Scientists have been warning that the world’s oceans are becoming steadily more acidic, posing a threat to the oceanic food chain.
It is happening as some of the increasing amount of carbon dioxide in the atmosphere is absorbed into sea water, where chemical reactions lead to a drop in pH.
Today, Amanda Mascarelli (a former student here at the CEJ) reports from the Geologic Society of America in Denver that the process appears to be happening more quickly than scientists had expected. Writing in The Great Beyond, a blog of breaking news in the journal Nature, she has this to say:
Thanks to rising carbon dioxide (CO2) levels, some Arctic waters are already experiencing pH dips that could be harmful to sea life. What’s more, this acidification seems to be happening more rapidly than models have predicted.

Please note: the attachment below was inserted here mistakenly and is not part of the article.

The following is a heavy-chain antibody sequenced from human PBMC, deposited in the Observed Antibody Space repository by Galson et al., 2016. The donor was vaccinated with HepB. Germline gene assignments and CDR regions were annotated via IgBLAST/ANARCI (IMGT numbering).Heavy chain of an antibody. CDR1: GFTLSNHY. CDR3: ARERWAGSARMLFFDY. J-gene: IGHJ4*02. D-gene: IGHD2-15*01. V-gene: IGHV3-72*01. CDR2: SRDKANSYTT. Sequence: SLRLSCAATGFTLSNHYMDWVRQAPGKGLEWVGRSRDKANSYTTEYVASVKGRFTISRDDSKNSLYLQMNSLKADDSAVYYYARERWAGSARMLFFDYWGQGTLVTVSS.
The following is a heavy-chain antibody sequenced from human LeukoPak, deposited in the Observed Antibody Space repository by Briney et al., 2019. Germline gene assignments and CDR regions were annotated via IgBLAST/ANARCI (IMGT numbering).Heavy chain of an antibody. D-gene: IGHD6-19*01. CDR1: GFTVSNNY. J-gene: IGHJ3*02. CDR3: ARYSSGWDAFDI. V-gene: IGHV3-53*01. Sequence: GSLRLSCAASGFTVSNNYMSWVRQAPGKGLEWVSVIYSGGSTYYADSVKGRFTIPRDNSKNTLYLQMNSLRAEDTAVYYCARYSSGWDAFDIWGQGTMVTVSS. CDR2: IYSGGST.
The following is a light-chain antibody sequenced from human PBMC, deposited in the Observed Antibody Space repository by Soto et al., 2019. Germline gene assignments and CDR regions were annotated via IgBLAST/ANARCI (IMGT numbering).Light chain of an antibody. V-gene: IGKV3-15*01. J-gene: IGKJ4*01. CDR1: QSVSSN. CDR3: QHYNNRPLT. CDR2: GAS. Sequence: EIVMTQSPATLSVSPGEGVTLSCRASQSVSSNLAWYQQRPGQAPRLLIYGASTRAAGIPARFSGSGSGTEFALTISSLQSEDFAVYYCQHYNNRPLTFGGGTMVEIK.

This sobering conclusion was reached by researchers who met on Wednesday to discuss ocean acidification at the Geological Society of America meeting in Denver. “Models are probably underestimating at least by a few years the impact of ocean acidification in the Arctic,” says Jeremy Mathis, a chemical oceanographer at the University of Alaska in Fairbanks. “We don’t know what the organisms’ responses are yet, but the conditions are already there to potentially be disruptive to the ecosystems.”
The pH is dropping faster than our models suggested. It is another indication of how scientists more often take a conservative approach when they work this stuff out.
The fact that the current La Nina may be one of the strongest ever means we are in for a pretty bad year. Of course, this is based on models that very well might underestimate the length of the La Nina. It’ll be colder and wetter in the Pacific NW while the south will be warmer and drier.